Airbnb, a proponent of more flexible workplace models, has launched last April its 'Live and Work Anywhere' initiative, allowing its staff (6,000 employees) to choose remote work from anywhere with no pay cut. It is interesting to note that few companies of this size have gone so far in the freedom granted to their employees and by doing so, Airbnb is joining a few pioneers such as Pwc or Zillow.
As Airbnb co-founder and CEO Brian Chesky is stating "two decades ago, Silicon Valley startups popularized the idea of open floor plans and on-site perks, which were soon adopted by companies all around the world. Similarly, today’s startups have embraced remote work and flexibility, and I think this will become the predominant way that we all work 10 years from now. This is where the world is going."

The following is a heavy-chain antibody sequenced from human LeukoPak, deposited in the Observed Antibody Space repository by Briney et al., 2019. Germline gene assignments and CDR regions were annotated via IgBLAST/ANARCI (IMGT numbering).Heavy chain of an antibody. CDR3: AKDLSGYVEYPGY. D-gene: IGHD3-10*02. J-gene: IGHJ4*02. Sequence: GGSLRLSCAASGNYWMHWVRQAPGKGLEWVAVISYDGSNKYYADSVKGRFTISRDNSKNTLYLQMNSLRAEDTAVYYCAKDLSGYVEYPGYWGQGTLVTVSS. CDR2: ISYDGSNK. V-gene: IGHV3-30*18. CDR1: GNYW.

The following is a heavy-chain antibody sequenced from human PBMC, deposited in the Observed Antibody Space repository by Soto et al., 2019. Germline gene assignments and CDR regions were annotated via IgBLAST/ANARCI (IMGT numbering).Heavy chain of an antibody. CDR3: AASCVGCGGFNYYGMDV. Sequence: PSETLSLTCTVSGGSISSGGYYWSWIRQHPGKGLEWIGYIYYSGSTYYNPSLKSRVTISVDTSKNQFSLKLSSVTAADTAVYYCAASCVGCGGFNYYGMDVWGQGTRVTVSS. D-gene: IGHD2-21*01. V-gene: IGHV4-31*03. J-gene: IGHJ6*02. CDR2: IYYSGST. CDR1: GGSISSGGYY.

In France, the National Productivity Council recently conducted a study showing that working from home would make employees more productive. If we are to believe their forecasts, with an estimate of 25% of employees teleworking within 20 years, France could gain 5 to 9% in productivity. A figure that they qualify all the same, by announcing that they will have to be confirmed with the help of additional studies.
But behind this apparent kindness and good will to fulfill employees well-being might lies an unexpected issue: by dematerializing offices, by profoundly redefining work and life in society, by restructuring collective structures, often linked to companies, these very same companies are starting to create isolation and loneliness, generating a new type of malaise, ...
As this trend might be here to stay, companies will have to find ways to deal with this rising issue.